That said, political insiders are already whispering about who will round out
each ticket. Here's what they have to say.
AS DIFFERENT as the McCain and Bush candidacies are, they have some number-two
contenders in common. First on that list is Elizabeth Dole, who is well liked
in many corners of the GOP. Although she's a member of the establishment --
there has been a Bush or a Dole on every Republican presidential ticket since
1976 -- she has the ability to appeal to Democrats and independents. (Though
Dole's New Hampshire endorsement of Bush in January didn't help him any.)
"Liddy Dole is a perfect choice," says Jim Nuzzo, a Republican political
analyst for New England Cable News. In particular, he says, Dole would work
well with Bush. "She's always been a moderate conservative. She speaks to the
governor's softer side. He's going to have to reach out to the middle."
McCain might find her a bit dull, however. One Republican detractor quips that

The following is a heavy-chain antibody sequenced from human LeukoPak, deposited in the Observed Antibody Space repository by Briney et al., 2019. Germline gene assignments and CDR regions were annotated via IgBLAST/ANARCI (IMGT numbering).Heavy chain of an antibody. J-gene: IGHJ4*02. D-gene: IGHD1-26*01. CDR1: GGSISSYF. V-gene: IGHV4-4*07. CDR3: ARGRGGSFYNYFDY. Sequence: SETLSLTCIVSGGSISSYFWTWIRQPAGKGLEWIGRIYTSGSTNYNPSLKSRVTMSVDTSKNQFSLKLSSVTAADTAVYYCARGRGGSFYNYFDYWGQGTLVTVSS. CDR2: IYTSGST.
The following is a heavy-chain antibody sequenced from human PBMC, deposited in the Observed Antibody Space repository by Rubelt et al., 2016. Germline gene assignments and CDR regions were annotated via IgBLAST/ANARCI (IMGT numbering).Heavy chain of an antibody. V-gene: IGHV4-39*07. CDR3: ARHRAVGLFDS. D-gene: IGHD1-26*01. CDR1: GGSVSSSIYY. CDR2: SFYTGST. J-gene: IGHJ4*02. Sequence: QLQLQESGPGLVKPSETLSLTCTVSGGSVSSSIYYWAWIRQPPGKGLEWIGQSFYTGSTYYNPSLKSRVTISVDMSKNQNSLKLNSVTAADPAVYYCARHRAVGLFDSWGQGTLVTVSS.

Dole "is her husband with face lifts and without the honor."
Another VP candidate who should rank high on both McCain's and Bush's lists is
Tom Ridge, the governor of Pennsylvania, whose appearance on Meet the
Press last Sunday reflects his rising profile. As a blue-collar Catholic
with Slovak-Irish roots, Ridge has seen his stock increase since the Michigan
primary, where Bush took a beating as a result of the Bob Jones University
debacle. Political experts believe Bush may have done himself irreparable harm
among key Northeast and Midwest Catholic swing voters by visiting a college
whose head once denounced the pope as the "Antichrist." He could use someone
like Ridge to stem the flow. Although Pennsylvania is on the Eastern Seaboard,
Ridge himself hails from Erie, which is close to Ohio and culturally part of
the Midwest. Ridge is also a war hero, having won a Bronze Star in Vietnam.
Two other candidates that should appeal to both Bush and McCain are the
senators from Maine, Susan Collins and Olympia Snowe. Both senators appeal to
the middle -- and even to the left. They're pro-choice. But Collins, who was